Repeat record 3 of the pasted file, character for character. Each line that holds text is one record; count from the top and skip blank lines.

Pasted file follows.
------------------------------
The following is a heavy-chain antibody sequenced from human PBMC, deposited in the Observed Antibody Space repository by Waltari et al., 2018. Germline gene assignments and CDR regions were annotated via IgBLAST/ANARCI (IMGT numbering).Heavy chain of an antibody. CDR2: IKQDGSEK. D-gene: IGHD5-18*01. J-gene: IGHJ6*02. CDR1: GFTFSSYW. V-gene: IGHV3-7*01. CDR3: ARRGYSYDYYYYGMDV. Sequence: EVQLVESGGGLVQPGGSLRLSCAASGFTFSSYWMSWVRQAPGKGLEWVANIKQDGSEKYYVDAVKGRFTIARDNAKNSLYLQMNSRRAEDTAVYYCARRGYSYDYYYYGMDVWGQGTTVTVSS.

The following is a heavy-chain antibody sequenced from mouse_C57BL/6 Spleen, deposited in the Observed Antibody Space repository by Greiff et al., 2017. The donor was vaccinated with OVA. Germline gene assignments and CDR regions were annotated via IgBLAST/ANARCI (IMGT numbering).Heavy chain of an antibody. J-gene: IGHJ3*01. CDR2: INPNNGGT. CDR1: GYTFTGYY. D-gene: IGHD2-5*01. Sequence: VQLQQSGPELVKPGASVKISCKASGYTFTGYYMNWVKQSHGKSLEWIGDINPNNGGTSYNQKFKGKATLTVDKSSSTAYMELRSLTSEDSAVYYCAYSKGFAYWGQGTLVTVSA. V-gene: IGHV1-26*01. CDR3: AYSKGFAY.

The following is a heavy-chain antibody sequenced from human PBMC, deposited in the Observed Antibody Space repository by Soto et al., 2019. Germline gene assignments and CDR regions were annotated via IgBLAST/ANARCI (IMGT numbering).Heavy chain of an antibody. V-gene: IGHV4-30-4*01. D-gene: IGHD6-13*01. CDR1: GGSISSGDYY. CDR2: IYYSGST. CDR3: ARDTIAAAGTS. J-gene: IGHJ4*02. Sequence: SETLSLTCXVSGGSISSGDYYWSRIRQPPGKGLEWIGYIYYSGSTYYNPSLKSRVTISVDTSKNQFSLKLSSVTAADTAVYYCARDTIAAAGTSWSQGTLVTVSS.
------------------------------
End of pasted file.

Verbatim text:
The following is a heavy-chain antibody sequenced from human PBMC, deposited in the Observed Antibody Space repository by Soto et al., 2019. Germline gene assignments and CDR regions were annotated via IgBLAST/ANARCI (IMGT numbering).Heavy chain of an antibody. V-gene: IGHV4-30-4*01. D-gene: IGHD6-13*01. CDR1: GGSISSGDYY. CDR2: IYYSGST. CDR3: ARDTIAAAGTS. J-gene: IGHJ4*02. Sequence: SETLSLTCXVSGGSISSGDYYWSRIRQPPGKGLEWIGYIYYSGSTYYNPSLKSRVTISVDTSKNQFSLKLSSVTAADTAVYYCARDTIAAAGTSWSQGTLVTVSS.